Another use of the double-staining IHC methods of the present invention includes the in vitro screening of therapeutic agents. The efficacy of certain therapeutic agents can be screened by exposing cell culture samples, developed from the bone marrow of patients needing treatment, to one or more drugs to be screened and then analyzing these samples for the portion of cells of the cancer type being studied that are proliferating by the methods of this invention. A comparison of the untreated cell culture with the treated cell cultures will show which treatment curtails proliferation the most.

The present invention also relates to kits that are suitable for use in practicing the methods of the present invention. The kits can include a first ligand that recognizes a marker protein found at a specific cellular location and a second ligand that recognizes a marker protein found at the specific cellular location. Optionally, additional ligand that recognize additional marker proteins, whether at the same cellular location or at a different cellular location can also be included. The kit may also include first and second labeling reagents. The first labeling reagent binds specifically to the first ligand, and, when exposed to a first chromogen, forms a first pigment having a color. The second labeling reagent binds specifically to the second ligand, and, when exposed to a second chromogen, forms a second pigment having a color that is distinct of the color of the first pigment. Importantly, as noted above, upon co-localization the two pigments generate a distinct, intermediate color. The kits of the invention may also include additional components including, without limitation, instructions for carrying out the IHC analyses of the present invention; a compact disc or other computer readable media that includes computer code which, upon implementation by a suitable machine having a processor, will carry out the automated labeling and scoring of cells in accordance with the invention; and additional reagents such as rinsing agents, buffers, and the like.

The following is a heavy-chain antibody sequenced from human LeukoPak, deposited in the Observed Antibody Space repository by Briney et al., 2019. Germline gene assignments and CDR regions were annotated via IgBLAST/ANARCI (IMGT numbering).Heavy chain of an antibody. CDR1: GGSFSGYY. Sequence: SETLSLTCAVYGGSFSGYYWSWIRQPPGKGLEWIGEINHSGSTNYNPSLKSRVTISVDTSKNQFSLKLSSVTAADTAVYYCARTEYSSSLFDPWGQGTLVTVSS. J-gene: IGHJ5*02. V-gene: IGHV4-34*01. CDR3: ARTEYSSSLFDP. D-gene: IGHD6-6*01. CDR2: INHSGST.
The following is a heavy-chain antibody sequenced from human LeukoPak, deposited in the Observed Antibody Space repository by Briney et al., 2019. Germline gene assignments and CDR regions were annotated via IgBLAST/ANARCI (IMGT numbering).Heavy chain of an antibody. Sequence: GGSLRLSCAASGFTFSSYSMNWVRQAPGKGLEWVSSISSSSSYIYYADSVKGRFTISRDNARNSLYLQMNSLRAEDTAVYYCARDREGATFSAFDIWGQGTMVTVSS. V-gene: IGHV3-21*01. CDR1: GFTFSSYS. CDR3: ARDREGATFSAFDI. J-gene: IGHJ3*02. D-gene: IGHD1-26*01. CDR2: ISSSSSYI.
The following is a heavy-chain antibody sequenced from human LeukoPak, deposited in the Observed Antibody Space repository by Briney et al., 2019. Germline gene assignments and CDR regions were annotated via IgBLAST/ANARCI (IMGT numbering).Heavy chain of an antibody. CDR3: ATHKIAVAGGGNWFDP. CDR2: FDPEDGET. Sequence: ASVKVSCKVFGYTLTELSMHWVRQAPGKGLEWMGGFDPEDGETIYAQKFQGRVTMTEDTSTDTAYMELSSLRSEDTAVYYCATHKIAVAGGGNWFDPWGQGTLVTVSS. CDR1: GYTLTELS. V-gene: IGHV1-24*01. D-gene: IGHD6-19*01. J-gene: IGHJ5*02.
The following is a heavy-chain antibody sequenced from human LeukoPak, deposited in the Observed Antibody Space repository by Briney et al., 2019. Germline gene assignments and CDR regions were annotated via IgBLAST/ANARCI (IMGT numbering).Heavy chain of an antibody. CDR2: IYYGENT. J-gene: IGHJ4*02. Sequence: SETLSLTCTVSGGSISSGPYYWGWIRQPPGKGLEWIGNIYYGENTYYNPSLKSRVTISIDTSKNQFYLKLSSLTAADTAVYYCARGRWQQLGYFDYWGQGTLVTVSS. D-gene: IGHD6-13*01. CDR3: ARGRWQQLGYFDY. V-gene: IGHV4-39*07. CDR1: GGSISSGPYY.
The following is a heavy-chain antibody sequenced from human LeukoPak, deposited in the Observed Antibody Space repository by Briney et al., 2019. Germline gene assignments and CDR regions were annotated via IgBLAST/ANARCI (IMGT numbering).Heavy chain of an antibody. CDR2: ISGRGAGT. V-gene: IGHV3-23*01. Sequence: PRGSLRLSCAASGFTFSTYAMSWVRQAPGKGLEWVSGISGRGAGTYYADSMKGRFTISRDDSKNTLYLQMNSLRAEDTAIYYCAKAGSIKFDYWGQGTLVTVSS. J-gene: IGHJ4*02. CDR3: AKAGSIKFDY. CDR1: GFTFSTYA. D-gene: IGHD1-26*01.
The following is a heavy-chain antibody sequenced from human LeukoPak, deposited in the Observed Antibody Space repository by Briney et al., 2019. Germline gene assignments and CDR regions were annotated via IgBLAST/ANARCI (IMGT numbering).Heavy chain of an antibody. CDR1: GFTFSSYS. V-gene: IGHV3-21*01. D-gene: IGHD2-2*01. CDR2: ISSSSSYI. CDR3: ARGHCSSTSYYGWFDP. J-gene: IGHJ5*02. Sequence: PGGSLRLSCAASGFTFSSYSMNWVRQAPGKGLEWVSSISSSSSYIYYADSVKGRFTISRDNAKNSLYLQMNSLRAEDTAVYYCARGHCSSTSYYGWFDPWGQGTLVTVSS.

EXAMPLES

The Examples set forth below are for illustrative purposes only and are not intended to limit, in any way, the scope of the present invention.

Example 1

Bone Marrow Specimen Procurement

Bone marrow specimens were obtained from volunteers without hematological disease at the Hospital for Special Surgery and from multiple myeloma patients at the New York-Presbyterian Hospital under informed consent as part of an Institutional Review Board approved study. The posterior and superior iliac spines were identified before beginning the procedure. The patient was placed in a ventral or lateral decubitus position. The field was cleaned with Betadine and the area of interest was anesthetized with 1% Lidocaine. A bone marrow aspirate and biopsy was performed unilaterally using a modified Jamshidi bone marrow aspiration/biopsy needle, 11 gauge×4 inch. Several 5-7 cc aspirates were obtained by relocating the needle in each aspirate to obtain a total of approximately 30 cc of marrow. The core biopsy was then obtained. The bone marrow core biopsies were fixed in 10% neutral-buffered formalin and paraffin-embedded.

Example 2

Immunohistochemistry Using Two Nuclear Biomarkers

Because cell cycle molecules are not unique to cancer cells and because some tumors are composed of cancer cells that coexist with large populations of non-cancer cells, in such tumors cell cycle analysis requires co-localization, detecting the cell cycle molecule in the cancer cells while excluding non-cancer cells from the analysis. For example, some tumors contain large numbers of actively proliferating immune cells; if they are not excluded from the analysis, assessment of proliferation may yield falsely high data.

In hematopoietic cancer biopsies, the non-cancer hematopoietic and immune cells must be excluded. In this example, multiple myeloma (MM) cells were identified in biopsy samples with an anti-MUM1 antibody and a detection system yielding a red signal. Specificity of MUM1 for myeloma cells in MM biopsies is estimated at ˜99%, thus excluding non-MM cells from the analysis. Double IHC was performed to detect cell cycle molecules in situ in MM cells. Each slide was stained for MUM1 (above) using Bond™ Polymer AP Red Detection System (DS9305, Leica, Bannockburn, Ill.) to afford a red pigment, and for the cell cycle molecule with Blue Alkaline Phosphate Substrate Kit (Vector Laboratories, Burlingame, Calif.) to afford a blue pigment. The cell cycle molecules, including Ki67 and pSRb, are nuclear. With these particular chromogen systems, double staining yielded MM cells with either a red nuclear signal if the cell was not proliferating or a purple nuclear signal if the MM cells were proliferating (positive for the cell cycle molecule in question). Cells with a blue nuclear signal (negative for the cell cycle molecule in question) were non MM cells (FIG. 3A) that were proliferating.